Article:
That’s all? So we have MZB’s memory of a reason Moore gave for using initials that does not include either an avowal that it was her only reason or a denial that gender was a factor. I attempted to find the source for MZB’s quote, but it was inaccesible online. Stymied, I found myself gazing at the statistician’s bold statement that in the SFF world of 1933, absolutely no one cared about C. L. Moore’s gender. I wondered helplessly what numbers he could be privy to that he could so confidently claim that in the world of 1933 SFF not one single person cared that C. L. Moore was female. Drawn on irresistibly, I fell into the vortex of mystery…
    (to be continued)

  29. Jayn, you have it exactly. I’m tired of sweeping statements that “women were far less interested in SF than men” — especially when the reason given is handwaving like “brain wiring” with no actual valid study to back it up. Would it be equally valid to say that African-Americans were “far less interested in SF” than European-Americans? After all, looking at convention photos, publication records, etc, hardly any African-American are represented historically in SF fandom, and even today they are strongly under-represented; even more under-represented than women are. Would Bill therefore conclude it must be brain wiring or some other fundamental difference between African-Americans and European Americans? I certainly hope and expect that he would not. But that’s the level of support he has for his argument about women in SF.

    And I really am sorry for snapping at Bill, but it’s just the last of a lifetime of “boys club” reasoning and I, well, snapped. <wry>

    <edit to add> Jayn, I saw your apology. Accepted, but unnecessary; you understood my meaning perfectly and made my point in a different way than I did. Sometimes it takes a different approach to get through. It’s all good.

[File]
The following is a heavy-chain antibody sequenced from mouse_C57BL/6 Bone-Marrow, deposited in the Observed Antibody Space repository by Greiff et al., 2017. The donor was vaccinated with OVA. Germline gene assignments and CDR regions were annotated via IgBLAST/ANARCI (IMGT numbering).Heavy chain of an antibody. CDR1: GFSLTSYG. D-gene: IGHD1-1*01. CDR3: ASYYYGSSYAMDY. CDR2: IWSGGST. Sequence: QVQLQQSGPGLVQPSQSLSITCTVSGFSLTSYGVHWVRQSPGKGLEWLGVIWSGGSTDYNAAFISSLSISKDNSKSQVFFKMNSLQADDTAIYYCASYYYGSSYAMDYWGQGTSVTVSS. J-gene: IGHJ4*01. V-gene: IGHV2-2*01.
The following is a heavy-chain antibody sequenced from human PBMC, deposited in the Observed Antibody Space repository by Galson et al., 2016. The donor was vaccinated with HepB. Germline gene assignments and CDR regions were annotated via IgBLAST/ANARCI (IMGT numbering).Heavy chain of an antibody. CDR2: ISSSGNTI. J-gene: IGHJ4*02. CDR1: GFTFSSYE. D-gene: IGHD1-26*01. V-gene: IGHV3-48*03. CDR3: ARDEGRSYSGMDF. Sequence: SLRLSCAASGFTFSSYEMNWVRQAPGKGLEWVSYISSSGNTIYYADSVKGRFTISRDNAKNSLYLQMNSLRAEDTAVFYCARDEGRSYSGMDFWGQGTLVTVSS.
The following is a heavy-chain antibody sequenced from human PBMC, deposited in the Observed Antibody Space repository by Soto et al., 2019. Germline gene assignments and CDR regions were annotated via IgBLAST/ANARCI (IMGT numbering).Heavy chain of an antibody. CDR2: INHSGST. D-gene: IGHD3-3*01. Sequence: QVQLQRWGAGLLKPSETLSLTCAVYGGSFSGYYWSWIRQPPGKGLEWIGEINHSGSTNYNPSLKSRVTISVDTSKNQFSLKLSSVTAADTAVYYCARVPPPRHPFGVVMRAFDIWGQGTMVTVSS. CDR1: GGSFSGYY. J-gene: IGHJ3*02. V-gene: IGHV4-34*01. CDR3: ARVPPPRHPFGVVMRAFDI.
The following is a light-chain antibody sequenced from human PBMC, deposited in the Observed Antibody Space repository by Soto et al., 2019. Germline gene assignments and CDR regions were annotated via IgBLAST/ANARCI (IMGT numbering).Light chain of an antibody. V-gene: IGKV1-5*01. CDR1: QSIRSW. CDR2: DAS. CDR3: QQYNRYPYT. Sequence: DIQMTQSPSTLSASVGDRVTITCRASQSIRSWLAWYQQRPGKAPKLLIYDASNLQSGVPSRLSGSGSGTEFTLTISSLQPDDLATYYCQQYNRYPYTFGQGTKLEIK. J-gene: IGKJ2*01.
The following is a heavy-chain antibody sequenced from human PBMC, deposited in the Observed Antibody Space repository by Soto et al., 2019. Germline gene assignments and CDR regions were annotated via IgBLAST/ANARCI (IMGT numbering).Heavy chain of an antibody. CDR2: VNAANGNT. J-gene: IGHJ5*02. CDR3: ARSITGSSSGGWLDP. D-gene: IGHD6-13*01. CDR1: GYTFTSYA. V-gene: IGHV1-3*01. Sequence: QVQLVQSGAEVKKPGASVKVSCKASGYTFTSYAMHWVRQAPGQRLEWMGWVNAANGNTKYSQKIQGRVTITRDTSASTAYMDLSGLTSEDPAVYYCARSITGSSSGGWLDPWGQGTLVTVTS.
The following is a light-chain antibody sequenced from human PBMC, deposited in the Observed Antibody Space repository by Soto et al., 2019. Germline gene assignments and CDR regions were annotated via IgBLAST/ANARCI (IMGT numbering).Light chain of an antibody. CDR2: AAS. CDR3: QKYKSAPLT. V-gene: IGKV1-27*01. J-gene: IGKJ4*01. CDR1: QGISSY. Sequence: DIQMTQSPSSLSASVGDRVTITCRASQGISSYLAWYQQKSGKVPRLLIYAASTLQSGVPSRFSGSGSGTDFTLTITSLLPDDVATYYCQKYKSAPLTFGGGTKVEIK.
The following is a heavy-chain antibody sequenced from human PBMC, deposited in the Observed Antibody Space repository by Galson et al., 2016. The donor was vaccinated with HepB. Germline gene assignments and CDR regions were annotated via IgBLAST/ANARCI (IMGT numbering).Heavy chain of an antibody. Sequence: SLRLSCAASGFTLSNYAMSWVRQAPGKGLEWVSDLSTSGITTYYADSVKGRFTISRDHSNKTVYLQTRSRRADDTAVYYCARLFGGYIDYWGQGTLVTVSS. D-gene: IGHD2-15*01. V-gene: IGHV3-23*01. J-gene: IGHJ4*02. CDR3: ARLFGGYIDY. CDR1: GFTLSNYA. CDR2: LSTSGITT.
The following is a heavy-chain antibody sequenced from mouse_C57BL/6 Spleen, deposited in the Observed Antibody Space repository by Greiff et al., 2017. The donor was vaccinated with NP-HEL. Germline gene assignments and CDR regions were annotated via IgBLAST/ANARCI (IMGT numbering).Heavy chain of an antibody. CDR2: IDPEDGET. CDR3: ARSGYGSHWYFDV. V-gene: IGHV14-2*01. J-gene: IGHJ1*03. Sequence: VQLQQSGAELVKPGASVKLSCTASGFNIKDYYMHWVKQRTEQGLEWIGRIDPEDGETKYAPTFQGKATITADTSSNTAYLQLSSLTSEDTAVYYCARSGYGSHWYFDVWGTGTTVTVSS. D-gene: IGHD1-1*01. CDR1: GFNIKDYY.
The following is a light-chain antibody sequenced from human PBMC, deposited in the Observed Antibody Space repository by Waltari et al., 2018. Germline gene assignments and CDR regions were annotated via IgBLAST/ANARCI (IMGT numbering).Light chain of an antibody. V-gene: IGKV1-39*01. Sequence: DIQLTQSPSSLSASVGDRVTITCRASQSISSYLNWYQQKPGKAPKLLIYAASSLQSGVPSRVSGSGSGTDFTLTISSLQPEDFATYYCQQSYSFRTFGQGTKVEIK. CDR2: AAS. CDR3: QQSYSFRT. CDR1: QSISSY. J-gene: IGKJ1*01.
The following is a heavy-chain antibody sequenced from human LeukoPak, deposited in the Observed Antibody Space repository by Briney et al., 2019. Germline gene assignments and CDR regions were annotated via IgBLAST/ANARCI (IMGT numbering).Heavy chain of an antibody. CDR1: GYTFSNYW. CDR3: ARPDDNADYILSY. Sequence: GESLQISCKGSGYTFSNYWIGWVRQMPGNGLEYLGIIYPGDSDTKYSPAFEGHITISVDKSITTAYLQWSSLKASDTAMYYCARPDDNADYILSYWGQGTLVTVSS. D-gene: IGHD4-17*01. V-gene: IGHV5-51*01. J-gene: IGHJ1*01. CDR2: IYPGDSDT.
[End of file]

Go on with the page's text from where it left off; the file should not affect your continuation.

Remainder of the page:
30. I entered the conversation only to make the point that a count of # of women authors and stories in a given period was not enough data to say that women were, or were not, discriminated against in that period. I haven’t seen anything here that refutes that observation, and some seem to agree with it, so that is good.

    I’ve rejected several times the argument that women weren’t discriminated against; I’ve said here
    that social factors matter, and that they are a subtle form of discrimination. I’ll even say that yes, women were and are discriminated against in SF. We agree on that.

    But I won’t concede that all imbalances are solely due to discrimination – overt and specific, or general cultural pressures. To say that imbalances in photos, rosters, bibliographies, etc. is prima facie evidence of discrimination is the same chicken and egg argument that Lee brought up earlier. You can’t anymore justify the statement that the underrepresentation of women in SF is clear proof of discrimination and only discrimination any more than KKR can use the existence of some stories as proof that discrimination was nonexistent. It’s not 100%, it’s not 0% — it’s somewhere in between, and likely has been dropping from 1926 until now.